AACR Expresses Concern With the President's FY2013 Budget
February 15, 2012
Calls on Congress to Provide $2 Billion Increase
WASHINGTON, D.C. — The American Association for Cancer Research is grateful for President Obama’s outspoken support for science, innovation and research, but fears the president’s recent proposal to freeze funding for the National Institutes of Health (NIH) in fiscal year 2013 will slow the rate of progress against cancer.
“The potential for continued flat funding could not come at a worse time because the opportunities for turning our growing scientific knowledge into effective strategies for the treatment and prevention of cancer have never been greater,” said AACR President Judy E. Garber, M.D., M.P.H., director of the Center for Cancer Genetics and Prevention at Dana-Farber Cancer Institute and professor of medicine at Harvard Medical School.
“This is a defining moment in cancer research; tremendous progress has been made in our understanding of cancer and its vulnerabilities,” Garber added. “We must capitalize on these discoveries and transform treatment for cancer patients everywhere. In addition, the value of cancer research and biomedical research to the economic health and well-being of this nation cannot be overestimated.”
For the past decade the NIH budget has remained essentially flat, and due to the rate of biomedical inflation has lost approximately $5.5 billion in purchasing power since 2003. If enacted, the president’s request would continue the downward trend that is putting lifesaving research at risk, and jeopardize the nation’s longstanding position of global leadership in science and technology.
These consequences would seemingly undermine the president’s stated commitment to scientific progress and innovation, as emphasized in his recent State of the Union Address. During the speech, the president acknowledged that basic research is essential to innovation. He specifically highlighted opportunities in cancer research by saying, “Today, the discoveries taking place in our federally-financed labs and universities could lead to new treatments that kill cancer cells but leave healthy ones untouched.”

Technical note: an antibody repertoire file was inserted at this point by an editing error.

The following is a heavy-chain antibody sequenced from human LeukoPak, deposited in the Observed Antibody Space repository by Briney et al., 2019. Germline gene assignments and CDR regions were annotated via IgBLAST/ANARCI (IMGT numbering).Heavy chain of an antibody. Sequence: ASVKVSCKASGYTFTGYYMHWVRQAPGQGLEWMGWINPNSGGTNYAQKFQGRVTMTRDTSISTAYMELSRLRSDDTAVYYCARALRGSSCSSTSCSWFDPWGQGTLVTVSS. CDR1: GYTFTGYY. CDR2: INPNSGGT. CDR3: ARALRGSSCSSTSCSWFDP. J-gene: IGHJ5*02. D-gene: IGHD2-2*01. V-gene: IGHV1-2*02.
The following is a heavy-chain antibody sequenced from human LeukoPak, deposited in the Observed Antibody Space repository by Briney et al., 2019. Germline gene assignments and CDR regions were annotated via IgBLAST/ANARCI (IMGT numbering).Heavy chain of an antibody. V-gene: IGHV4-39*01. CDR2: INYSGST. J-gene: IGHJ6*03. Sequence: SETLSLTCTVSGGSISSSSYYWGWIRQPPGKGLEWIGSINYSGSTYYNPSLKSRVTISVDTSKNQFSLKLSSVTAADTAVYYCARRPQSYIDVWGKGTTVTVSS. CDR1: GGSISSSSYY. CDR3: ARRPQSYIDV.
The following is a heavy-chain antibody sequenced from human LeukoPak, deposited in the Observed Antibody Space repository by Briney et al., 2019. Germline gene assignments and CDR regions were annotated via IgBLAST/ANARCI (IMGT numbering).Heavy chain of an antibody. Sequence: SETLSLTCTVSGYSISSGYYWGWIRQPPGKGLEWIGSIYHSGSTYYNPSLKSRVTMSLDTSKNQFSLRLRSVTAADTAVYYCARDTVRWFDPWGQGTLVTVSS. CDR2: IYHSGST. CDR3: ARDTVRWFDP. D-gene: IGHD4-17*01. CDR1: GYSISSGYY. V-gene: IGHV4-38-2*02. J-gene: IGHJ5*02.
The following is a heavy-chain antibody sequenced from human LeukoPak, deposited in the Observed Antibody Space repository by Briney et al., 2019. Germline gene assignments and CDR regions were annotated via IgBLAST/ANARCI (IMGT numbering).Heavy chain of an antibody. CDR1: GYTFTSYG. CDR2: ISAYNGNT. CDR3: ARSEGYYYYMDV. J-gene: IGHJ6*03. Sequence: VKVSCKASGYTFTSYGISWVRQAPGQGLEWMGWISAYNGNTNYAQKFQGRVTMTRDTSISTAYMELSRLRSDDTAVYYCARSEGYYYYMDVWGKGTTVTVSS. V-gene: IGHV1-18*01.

“We are grateful for President Obama’s longstanding support for cancer research, but the fiscal year 2013 budget request is extremely concerning,” said Margaret Foti, Ph.D., M.D. (h.c.), chief executive officer of the AACR. “If we are going to continue to make significant progress, it will require a renewed commitment on the parts of President Obama and Congress to provide the NIH and National Cancer Institute with sustained funding increases.”
As the FY2013 budget debate advances, the AACR will be calling on Congress to provide the NIH with a $2 billion increase, to $33 billion.
“This level of support will ensure the future scientific advances needed to capitalize on past research investments, spur innovation and make a difference in the lives of people worldwide,” said Foti.
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About the AACR
Founded in 1907, the American Association for Cancer Research (AACR) is the world’s first and largest professional organization dedicated to advancing cancer research and its mission to prevent and cure cancer. AACR’s membership includes 34,000 laboratory, translational and clinical researchers; population scientists; other health care professionals; and cancer advocates residing in more than 90 countries. The AACR marshals the full spectrum of expertise of the cancer community to accelerate progress in the prevention, biology, diagnosis and treatment of cancer by convening more than 20 conferences and educational workshops, the largest of which is the AACR Annual Meeting with more than 18,000 attendees. In addition, the AACR publishes seven peer-reviewed scientific journals and a magazine for cancer survivors, patients and their caregivers. The AACR funds meritorious research directly as well as in cooperation with numerous cancer organizations. As the Scientific Partner of Stand Up To Cancer, the AACR provides expert peer review and scientific oversight of individual and team science grants in cancer research that have the potential for patient benefit. The AACR actively communicates with legislators and policy makers about the value of cancer research and related biomedical science in saving lives from cancer.
For more information about the AACR, visit www.AACR.org.